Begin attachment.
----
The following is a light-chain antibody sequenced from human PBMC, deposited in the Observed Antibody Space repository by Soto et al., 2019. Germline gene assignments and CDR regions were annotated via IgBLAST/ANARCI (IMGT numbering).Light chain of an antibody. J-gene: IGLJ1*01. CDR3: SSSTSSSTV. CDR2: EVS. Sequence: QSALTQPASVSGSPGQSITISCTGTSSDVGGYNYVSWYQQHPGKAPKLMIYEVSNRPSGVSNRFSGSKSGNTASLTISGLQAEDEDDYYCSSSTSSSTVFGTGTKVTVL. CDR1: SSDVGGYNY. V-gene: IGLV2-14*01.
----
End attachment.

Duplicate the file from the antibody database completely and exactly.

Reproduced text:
The following is a light-chain antibody sequenced from human PBMC, deposited in the Observed Antibody Space repository by Soto et al., 2019. Germline gene assignments and CDR regions were annotated via IgBLAST/ANARCI (IMGT numbering).Light chain of an antibody. J-gene: IGLJ1*01. CDR3: SSSTSSSTV. CDR2: EVS. Sequence: QSALTQPASVSGSPGQSITISCTGTSSDVGGYNYVSWYQQHPGKAPKLMIYEVSNRPSGVSNRFSGSKSGNTASLTISGLQAEDEDDYYCSSSTSSSTVFGTGTKVTVL. CDR1: SSDVGGYNY. V-gene: IGLV2-14*01.